Sydney, Oct 16: Afghanistan President Hamid Karzai has said he would welcome an increased troop commitment from Australia.
''We would want more Australian assistance...Now, that assistance can take various fronts,'' he told ABC television.
''If Australia can send us more troops, in order to stabilise the country further, in order to conduct a more vigorous campaign against terrorism, that would be welcome.'' Australia currently has just under 1,000 troops in southern Afghanistan, comprising the reconstruction task force and special operations task group, both operating in Oruzgan province.
Mr Karzai said Afghanistan needed more international troops to man the borders and prevent insurgents entering the country, and also train and equip local security forces.
He said he did not want to put a timeframe on how long foreign troops would be needed.
The Labour party said it would be ''attentive to any requests'' for more troops, but would make the judgement based on Australia's defence resources at the time.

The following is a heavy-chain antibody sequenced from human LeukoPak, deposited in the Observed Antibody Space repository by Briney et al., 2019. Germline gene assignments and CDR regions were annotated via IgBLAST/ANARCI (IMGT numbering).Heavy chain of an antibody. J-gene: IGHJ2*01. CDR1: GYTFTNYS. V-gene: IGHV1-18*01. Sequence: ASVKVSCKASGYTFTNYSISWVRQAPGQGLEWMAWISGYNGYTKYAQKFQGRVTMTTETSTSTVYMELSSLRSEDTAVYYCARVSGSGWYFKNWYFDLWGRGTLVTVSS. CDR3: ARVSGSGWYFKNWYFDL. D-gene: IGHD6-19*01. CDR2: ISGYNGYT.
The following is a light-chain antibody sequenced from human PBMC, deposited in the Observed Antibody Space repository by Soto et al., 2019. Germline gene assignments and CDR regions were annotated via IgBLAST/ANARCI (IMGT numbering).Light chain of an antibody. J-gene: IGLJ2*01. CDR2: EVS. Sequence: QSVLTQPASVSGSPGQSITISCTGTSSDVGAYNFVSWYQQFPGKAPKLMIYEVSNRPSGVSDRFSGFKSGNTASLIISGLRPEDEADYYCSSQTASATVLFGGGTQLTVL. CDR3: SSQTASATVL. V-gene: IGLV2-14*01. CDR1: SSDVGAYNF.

The coalition forces says it plans to maintain the current troop presence but has refused to commit to any additional personnel in the near term.
The Afghan army was now 45,000 strong, but the government was aiming for 70,000 troops, and for it to be properly equipped with weapons, planes and other equipment, President Karzai said.
''If I tell you now that we'll be ready in five years' time, I may prove wrong,'' he said.
''What I can say is that let's make all-out effort to train Afghan institutions and to get it done as soon as possible, perhaps within a time span of five to 10 years,'' he said.
The struggle against terrorism was complicated in part because the Taliban and al-Qaeda were receiving funding from various sources, including to some extent from the cultivation of the opium poppy in Afghanistan, Mr Karzai said.
He said Afghanistan and Pakistan had to work together to stop terrorists crossing the border from Waziristan in Pakistan.
Pakistan had a very professional army that was capable of a lot, but the fight against extremism was not a military fight alone, he pointed out.